President-elect Joe Biden’s plans to raise the federal minimum wage to $15 per hour – outlined as part of his economic stimulus plan last week – would be especially meaningful in Louisiana, where nearly half of all workers currently are paid below that threshold. While the Covid-19 pandemic has highlighted the importance of front-line workers – and their vulnerability to economic shocks – even modest state-level efforts to ensure that such employees are paid a decent wage have traditionally died in the House Labor Committee. The Advocate’s Will Sentell reports:
Jan Moller, executive director of the Louisiana Budget Project, praised the proposal. “This is wonderful news and very long overdue,” Moller said. “We know that the economic crisis has disproportionately hit low-wage workers,” Moller added. “The best thing that we can do for low-income workers it to pay them more money.”
Business interests opposed to decent wages have long argued that it will lead to people losing their jobs. But The New York Times’ Paul Krugman writes that most economists have realized that these fears are overblown.
Why did economists change their minds? No, the profession wasn’t infiltrated by antifa; it was moved by evidence, specifically the results of “natural experiments” that take place when an individual state raises its minimum wage while neighboring states don’t. The lesson from this evidence is that unless minimum wages are raised to levels higher than anything currently being proposed, hiking the minimum won’t have major negative effects on employment — but it will have significant benefits in terms of higher earnings and a reduction in poverty.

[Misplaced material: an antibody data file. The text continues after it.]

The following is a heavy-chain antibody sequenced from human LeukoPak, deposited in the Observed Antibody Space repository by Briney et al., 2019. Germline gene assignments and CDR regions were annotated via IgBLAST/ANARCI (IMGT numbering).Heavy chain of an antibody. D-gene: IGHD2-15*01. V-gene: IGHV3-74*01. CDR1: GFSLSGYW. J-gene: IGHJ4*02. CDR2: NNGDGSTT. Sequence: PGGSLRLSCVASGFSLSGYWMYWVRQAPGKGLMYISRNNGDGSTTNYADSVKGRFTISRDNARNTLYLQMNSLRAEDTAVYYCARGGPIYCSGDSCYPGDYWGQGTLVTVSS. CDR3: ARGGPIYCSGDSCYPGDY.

The ‘easiest big decision’
More than five years have passed since Gov. John Bel Edwards, on his first full day as governor, signed an executive order to expand Medicaid eligibility to low-income adults in Louisiana. Since the expansion took effect in July 2016, more than 600,000 people have signed up for the coverage, which is mostly financed with federal dollars. The Times-Picayune | Baton Rouge Advocate notes in an editorial that while critics sometimes grumble about the program’s cost, the price tag needs to be seen in proper context:
The statistics can be cited endlessly, but the ones that the Health Department ought to be proudest of are the adults whose new insurance card saved lives. More than 17,000 people averted colon cancer, for example, by having polyps removed after screenings through the Medicaid expansion. … Whenever the costs of Medicaid are calculated, particularly from Edwards’ expansion, the savings ought to be considered: A cancer surgery can be avoided, saving potentially hundreds of thousands of dollars if a man or woman tried to live and work through the pain until it was too late. Access to care in America is often too expensive for working-class incomes.
Tax credits for low-income families